Gerber files are typically generated by PCB design software as part of the design output process. Most PCB design tools have built-in functionality for exporting Gerber files that comply with the latest Gerber format specifications.

Best Practices for Generating Gerber Files

To ensure that your Gerber files are accurate and can be correctly interpreted by manufacturers, follow these best practices:

  1. Use the latest version of the Gerber format (currently X2)
  2. Include all necessary layers and files in your Gerber output
  3. Use a consistent naming convention for your Gerber files
  4. Specify the correct units (inches or millimeters) in your Gerber files
  5. Use a single zero suppression format (leading or trailing) throughout your files
  6. Include a README file or fabrication drawing with your Gerber files to provide additional instructions or clarifications

Common Mistakes to Avoid

Some common mistakes to avoid when generating Gerber files include:

  1. Omitting necessary layers or files
  2. Using inconsistent naming conventions
  3. Mixing units (inches and millimeters) within the same file
  4. Using unsupported or outdated Gerber format versions
  5. Failing to include a README file or fabrication drawing

Verifying Gerber Files

Before sending Gerber files to a manufacturer, it is important to verify that they are complete, accurate, and free of errors. There are several tools and techniques available for verifying Gerber files.

Visual Inspection

A simple but effective way to verify Gerber files is to visually inspect them using a Gerber viewer. A Gerber viewer is a software tool that allows you to open and view Gerber files layer by layer. By visually inspecting each layer, you can check for obvious errors or discrepancies.

Some popular Gerber viewers include:

  • GerbView (included with KiCad)
  • ViewMate (included with Altium Designer)
  • GC-Prevue
  • Ucamco UcamX

Design Rule Checking (DRC)

Design Rule Checking (DRC) is an automated process that checks Gerber files against a set of predefined design rules. DRC can detect errors such as short circuits, open circuits, insufficient clearances, and missing or incorrect apertures.

Most PCB design software includes built-in DRC functionality that can be used to verify Gerber files before exporting them. Some standalone DRC tools are also available, such as:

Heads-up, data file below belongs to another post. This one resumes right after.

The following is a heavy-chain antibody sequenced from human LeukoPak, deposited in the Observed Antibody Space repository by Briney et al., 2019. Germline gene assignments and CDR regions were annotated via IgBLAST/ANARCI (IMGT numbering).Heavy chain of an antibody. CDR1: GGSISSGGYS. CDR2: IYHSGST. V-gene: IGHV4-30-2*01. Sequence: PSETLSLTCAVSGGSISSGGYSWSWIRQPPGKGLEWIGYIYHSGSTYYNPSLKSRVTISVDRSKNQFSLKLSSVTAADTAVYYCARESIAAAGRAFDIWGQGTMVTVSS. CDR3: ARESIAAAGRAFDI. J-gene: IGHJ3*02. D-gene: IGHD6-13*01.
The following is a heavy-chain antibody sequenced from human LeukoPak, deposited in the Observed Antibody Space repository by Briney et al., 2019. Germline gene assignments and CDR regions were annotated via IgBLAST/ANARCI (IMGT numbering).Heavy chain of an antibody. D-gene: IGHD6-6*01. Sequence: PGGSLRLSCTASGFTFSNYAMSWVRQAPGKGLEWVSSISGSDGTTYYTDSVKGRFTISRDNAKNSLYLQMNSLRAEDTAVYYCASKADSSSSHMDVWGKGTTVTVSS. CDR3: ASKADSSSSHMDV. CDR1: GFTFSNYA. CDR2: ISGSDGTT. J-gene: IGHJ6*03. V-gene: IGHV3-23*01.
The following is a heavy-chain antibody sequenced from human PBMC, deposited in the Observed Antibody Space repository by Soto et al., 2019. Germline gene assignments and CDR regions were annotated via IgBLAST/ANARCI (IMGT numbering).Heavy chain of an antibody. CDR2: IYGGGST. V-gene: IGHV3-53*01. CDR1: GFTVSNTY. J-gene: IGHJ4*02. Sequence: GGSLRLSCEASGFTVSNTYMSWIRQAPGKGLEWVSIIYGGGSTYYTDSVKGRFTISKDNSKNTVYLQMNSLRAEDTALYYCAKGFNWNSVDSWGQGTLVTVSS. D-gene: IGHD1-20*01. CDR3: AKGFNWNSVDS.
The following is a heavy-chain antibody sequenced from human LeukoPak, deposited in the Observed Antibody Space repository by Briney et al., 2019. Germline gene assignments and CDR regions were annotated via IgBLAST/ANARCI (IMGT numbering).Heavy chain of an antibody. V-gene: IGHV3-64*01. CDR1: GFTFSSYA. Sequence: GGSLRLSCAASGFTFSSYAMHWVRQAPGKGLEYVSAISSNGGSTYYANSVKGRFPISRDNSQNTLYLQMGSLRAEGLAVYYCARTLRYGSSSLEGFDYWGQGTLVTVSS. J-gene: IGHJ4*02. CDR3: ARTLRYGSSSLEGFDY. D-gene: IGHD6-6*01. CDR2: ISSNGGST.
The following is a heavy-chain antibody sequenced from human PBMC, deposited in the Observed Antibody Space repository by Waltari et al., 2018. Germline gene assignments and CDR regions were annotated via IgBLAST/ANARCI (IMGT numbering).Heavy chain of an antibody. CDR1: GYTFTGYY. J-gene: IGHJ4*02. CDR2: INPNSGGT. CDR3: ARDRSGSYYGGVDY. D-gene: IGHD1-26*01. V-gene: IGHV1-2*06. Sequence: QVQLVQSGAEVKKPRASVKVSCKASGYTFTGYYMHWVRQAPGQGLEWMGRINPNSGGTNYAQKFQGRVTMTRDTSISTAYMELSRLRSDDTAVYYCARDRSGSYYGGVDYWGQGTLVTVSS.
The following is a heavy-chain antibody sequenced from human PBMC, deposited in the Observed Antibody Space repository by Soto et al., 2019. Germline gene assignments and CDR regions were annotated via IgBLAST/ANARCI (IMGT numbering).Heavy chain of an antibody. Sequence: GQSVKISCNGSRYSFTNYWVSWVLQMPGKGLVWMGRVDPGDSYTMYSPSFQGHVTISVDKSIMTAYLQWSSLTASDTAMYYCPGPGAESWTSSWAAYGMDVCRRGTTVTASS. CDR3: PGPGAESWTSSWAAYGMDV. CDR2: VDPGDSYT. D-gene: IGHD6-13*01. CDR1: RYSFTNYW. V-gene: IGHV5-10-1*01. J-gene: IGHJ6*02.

• Ucamco GerberCheck
  • DownStream Technologies GerberPro
  • Wise Software GerberLogix

Netlist Comparison

Netlist comparison is a technique for verifying that the connectivity of a PCB matches the original schematic design. A netlist is a text file that describes the connections between components on a PCB. By comparing the netlist generated from the Gerber files to the netlist generated from the schematic, you can detect any discrepancies or errors in the PCB layout.

Some tools that support netlist comparison include:

  • Ucamco GerberCompare
  • Mentor Graphics Valor NPI
  • Zuken CR-8000

Sending Gerber Files to Manufacturers

Once your Gerber files have been verified and are ready for manufacturing, you need to send them to a PCB manufacturer. Most manufacturers accept Gerber files via email or through an online submission portal.

Compress and Package Files

Before sending your Gerber files, it is a good practice to compress them into a single ZIP or RAR archive. This makes it easier for the manufacturer to download and manage your files. Make sure to include all necessary files in the archive, including the README file or fabrication drawing.

Provide Clear Instructions

When sending Gerber files to a manufacturer, it is important to provide clear instructions and specifications for the PCB. This may include information such as:

  • PCB material and thickness
  • Copper weight and finish
  • Solder mask color and type
  • Silkscreen color and type
  • Surface finish (e.g., HASL, ENIG, OSP)
  • Any special requirements or considerations

Request a Design for Manufacturability (DFM) Check